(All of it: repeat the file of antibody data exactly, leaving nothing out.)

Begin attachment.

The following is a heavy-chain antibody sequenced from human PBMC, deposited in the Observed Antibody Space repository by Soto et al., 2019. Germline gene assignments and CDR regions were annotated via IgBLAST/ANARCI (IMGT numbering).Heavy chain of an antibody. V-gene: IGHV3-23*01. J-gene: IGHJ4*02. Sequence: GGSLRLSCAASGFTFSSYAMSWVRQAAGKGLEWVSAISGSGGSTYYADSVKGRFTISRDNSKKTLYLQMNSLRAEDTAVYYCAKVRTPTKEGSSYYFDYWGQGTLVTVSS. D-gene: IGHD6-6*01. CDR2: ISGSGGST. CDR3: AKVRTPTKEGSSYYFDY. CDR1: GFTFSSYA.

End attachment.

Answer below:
The following is a heavy-chain antibody sequenced from human PBMC, deposited in the Observed Antibody Space repository by Soto et al., 2019. Germline gene assignments and CDR regions were annotated via IgBLAST/ANARCI (IMGT numbering).Heavy chain of an antibody. V-gene: IGHV3-23*01. J-gene: IGHJ4*02. Sequence: GGSLRLSCAASGFTFSSYAMSWVRQAAGKGLEWVSAISGSGGSTYYADSVKGRFTISRDNSKKTLYLQMNSLRAEDTAVYYCAKVRTPTKEGSSYYFDYWGQGTLVTVSS. D-gene: IGHD6-6*01. CDR2: ISGSGGST. CDR3: AKVRTPTKEGSSYYFDY. CDR1: GFTFSSYA.